Published online by Cambridge University Press: 28 May 2006
Then Jesus went about all the cities and villages, teaching in their synagogues, and proclaiming the good news [gospel] of the kingdom, and curing every disease and every sickness. (Matt. 9:35)The world came about through a mistake. (Gospel of Philip 75,3)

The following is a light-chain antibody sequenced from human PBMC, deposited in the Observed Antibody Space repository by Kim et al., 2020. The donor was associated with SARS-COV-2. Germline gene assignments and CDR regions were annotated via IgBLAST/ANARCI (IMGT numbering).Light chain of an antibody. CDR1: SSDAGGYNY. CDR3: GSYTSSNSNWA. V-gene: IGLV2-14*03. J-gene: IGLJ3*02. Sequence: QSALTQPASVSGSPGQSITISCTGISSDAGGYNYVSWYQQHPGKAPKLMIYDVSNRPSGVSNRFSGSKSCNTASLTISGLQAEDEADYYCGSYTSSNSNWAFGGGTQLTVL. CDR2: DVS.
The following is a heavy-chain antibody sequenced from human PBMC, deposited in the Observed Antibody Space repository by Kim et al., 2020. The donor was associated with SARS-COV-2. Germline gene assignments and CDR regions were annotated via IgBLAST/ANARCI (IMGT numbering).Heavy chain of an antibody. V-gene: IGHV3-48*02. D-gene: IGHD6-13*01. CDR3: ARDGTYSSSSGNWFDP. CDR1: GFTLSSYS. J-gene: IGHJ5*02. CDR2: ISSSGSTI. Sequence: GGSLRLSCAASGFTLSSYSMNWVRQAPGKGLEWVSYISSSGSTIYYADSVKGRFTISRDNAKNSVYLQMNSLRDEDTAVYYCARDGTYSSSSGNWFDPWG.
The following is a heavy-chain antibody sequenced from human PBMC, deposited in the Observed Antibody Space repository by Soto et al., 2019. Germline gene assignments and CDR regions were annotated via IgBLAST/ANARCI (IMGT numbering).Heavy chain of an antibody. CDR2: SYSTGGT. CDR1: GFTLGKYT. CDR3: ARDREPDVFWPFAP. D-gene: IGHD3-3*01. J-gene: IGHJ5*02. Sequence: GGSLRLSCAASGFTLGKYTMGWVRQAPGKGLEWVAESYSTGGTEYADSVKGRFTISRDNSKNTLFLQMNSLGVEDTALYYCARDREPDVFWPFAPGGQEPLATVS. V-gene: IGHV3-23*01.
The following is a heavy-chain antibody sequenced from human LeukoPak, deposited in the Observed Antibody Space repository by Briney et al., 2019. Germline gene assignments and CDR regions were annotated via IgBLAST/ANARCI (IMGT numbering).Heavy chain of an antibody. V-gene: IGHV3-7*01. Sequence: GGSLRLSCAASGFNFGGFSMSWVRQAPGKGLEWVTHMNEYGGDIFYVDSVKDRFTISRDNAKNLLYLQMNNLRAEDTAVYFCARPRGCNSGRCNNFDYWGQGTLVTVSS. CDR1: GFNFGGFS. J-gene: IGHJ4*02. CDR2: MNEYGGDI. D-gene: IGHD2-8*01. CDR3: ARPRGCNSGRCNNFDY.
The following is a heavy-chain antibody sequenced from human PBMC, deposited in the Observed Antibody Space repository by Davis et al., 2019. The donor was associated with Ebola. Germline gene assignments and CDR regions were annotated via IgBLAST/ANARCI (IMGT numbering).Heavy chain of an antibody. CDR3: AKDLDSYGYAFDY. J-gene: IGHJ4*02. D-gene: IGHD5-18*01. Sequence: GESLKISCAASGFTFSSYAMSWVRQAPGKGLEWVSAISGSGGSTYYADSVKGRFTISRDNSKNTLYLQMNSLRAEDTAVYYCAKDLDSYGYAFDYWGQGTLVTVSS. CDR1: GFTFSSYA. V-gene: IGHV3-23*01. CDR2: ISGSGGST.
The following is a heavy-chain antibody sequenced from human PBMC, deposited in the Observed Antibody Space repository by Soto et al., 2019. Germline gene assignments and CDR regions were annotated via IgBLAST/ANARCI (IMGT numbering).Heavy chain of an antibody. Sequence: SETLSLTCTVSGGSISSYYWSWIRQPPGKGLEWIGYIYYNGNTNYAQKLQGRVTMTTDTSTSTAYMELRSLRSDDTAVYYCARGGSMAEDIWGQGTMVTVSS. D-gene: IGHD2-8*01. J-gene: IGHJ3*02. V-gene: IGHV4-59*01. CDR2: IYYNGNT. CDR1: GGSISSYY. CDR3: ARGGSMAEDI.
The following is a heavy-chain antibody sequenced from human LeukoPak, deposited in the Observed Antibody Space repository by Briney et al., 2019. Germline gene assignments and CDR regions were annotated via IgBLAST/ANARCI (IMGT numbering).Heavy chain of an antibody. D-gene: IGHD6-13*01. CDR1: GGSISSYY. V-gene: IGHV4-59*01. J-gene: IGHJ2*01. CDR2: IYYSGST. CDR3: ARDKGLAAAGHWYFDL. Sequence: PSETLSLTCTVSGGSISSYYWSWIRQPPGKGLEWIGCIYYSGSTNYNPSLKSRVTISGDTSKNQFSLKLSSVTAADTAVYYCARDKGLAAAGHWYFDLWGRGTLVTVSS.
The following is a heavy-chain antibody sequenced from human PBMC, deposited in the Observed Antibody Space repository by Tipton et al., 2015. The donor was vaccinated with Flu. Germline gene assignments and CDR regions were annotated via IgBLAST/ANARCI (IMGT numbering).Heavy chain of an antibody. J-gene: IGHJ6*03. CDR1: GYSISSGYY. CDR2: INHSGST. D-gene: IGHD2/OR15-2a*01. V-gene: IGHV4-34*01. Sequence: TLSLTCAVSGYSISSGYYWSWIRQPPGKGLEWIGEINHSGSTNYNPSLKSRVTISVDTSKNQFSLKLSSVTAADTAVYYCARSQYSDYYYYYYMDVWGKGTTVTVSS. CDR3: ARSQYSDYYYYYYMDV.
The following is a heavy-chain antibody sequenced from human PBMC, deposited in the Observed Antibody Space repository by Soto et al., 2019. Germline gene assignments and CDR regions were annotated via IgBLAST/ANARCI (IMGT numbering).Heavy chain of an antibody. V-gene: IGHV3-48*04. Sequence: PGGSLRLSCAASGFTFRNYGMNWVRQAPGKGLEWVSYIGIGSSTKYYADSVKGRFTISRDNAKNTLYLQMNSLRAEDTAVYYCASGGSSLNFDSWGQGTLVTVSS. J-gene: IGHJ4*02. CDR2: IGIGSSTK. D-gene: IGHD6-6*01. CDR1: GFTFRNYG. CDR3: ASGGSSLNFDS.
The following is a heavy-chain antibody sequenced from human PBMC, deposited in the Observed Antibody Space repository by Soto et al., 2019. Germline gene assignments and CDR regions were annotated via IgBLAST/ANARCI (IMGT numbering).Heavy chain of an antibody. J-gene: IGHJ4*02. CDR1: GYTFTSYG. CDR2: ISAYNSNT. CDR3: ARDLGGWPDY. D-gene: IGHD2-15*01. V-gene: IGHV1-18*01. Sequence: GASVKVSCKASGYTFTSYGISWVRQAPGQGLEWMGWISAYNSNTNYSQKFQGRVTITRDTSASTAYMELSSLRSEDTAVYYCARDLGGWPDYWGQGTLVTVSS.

Every gospel implies an ethic, and every positive ethic (unlike nihilism) implies some sort of good news (if only that life can be made bearable). But whose gospel and which ethic should engage us? 'The gospels' once referred more or less uncontroversially to Matthew, Mark, Luke and John of the canonical New Testament, with 'Christian ethics' being the more ambiguous or problematic phrase. Significant differences between the synoptics and John, and among the synoptics themselves, were admitted, as were tensions between their literal and allegorical readings.Yet the traditional gospels were assumed to be four perspectives on one and the same Christ, such that the gospels could be singularised and capitalised to 'the Gospel'. The central questions for ethics concerned how to interpret and apply scripture to concrete issues (war, sexuality, medicine, political authority, economic justice etc.), and the answers differed across denominational lines. As revealed truth, nonetheless, the canon was the essentially fixed variable. Alternative scriptures were known about, but these existed largely as fragmentary manuscripts or partial quotations from their critics (e.g. Irenaeus and Tertullian).
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